Suzanne Collins- the Writer’s Mockingjay

30 Jul

After two years of reading, ranting, raging, and tears, I finally finished the Hunger Games series a couple of weeks ago. Though I hated every character in turn by the time I got to Catching Fire, I find that I truly did like the series when I stop and reflect. Even though most of America probably knows what the Hunger Games is, I will summarize each book first and then add some comments.
The Hunger Games was good, though it was probably my least favorite in the trilogy. It was characterized by the title and by a young girl named Rue, who Katniss holds dear to her heart for the rest of the series. The love triangle among Katniss, Peeta, and Gale also begins around this time, though Katniss’s love for Peeta is staged at first.
In Catching Fire, Katniss returns from the arena to find a very different world. Rebellion is brewing in the districts while she is on the Victory Tour with Peeta, and President Snow is determined that she should try to squelch the flames. However, every one of her appearances seems to stir the rebels to action even more. Home is not what it used to be, either. With the preparations of her marriage to Peeta for the Capitol’s sake, Katniss is distressed, confused, and eventually finds consolation in her mentor, Haymitch. Haymitch, with his sarcastic “sweetheart” comments and drunken stagger, was probably my favorite character only next to Katniss’s costume designer, Cinna. Cinna was from the Capitol, but he showed more compassion and was more down to earth than the other stylists. He did not ruin himself with crazy hair, either. Every twenty-five years there is a quarter quell which is even worse than the regular games. This time, the game makers decide to send the past victors back into the arena. Old and young alike flood back to the Capitol to participate, including Katniss and Peeta. A terrible game ensues, but once again Katniss and her team outsmart the game makers.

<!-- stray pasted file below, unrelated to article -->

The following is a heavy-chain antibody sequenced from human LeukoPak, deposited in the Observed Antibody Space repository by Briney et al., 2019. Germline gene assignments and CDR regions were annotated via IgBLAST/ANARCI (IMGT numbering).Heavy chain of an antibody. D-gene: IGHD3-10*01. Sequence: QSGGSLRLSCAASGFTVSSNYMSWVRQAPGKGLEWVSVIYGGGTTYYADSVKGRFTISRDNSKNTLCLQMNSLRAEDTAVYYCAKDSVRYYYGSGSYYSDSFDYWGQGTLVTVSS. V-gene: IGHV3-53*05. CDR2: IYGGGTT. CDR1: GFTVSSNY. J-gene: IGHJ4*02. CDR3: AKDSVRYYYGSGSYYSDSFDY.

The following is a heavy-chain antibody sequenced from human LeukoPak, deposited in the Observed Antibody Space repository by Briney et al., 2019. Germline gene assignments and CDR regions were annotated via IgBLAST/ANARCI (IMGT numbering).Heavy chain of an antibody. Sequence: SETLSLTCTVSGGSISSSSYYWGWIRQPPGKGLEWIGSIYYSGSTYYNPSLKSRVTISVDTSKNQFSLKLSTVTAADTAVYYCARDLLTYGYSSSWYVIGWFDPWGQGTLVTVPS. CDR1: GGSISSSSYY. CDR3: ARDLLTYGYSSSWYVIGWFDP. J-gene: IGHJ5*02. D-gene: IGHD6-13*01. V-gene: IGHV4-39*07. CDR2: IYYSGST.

After an unexpected abduction from the Capitol, Katniss finds herself forced to work for the rebels in District 13, a place that was thought to be destroyed decades ago. Times are hard, though, and Katniss ends up in the hospital almost every week. Peeta also was not taken with them and is possibly being tortured in the Capitol in the hands of President Snow. Mockingjay is when all of the troubles come to the surface and Mrs. Collins does not forget a single character. She manages to add more plot, more characters, and then rip you apart with them while still being consistent with her old ideas.
That is one of the points I want to make: Mrs. Collins does let her characters wander all across Panem, but she never loses them. It’s like she injected tracking devices into their arms! I do not know how she did it, but I believe every character was accounted for at least by the last chapter of Mockingjay. When Sarah and I wrote Wilderquest, we noticed a problem as we read back through it. We had so many characters that the plot was not reflecting prophecies or little sub-plots we had added along the way. In addition, there were several of our people who did not even have names to begin with. Such as King and Queen. Or quite literally, Guard #1 and Guard #2. That did not include the people we did have in one book that disappeared in the second. Ryan, Justin’s best friend, was an expert in this act. Seriously? Did he just abandon the mission and run away to a far off island while everyone else was on quests? I still have not figured that one out. Perhaps Suzanne Collins used the trick that my Uncle Dustin told me. I was on the phone one day ranting about our forgotten characters, when he came up with a brilliant suggestion: why didn’t I keep a character journal? Even if it was to only write down what they looked like and what influence they had in the story? It was a great idea and when Sarah and I finally penned it, we discovered that we had over 65 characters! Well, at least we learned something for next time.
A major thing that I noticed about the Hunger Games was from a writer’s point of view. It was ironically the point of view itself that stood out the most for me. Whereas most books use something like “Atrielle went to the store, but she only had two cents,” Mrs. Collins would say something like, “I am going to the store, but I only have two cents.” Not only is the book told in first person, but every action is live. No one “Knew,” they “Know.” Here is an example from page 35-36 of Mockingjay: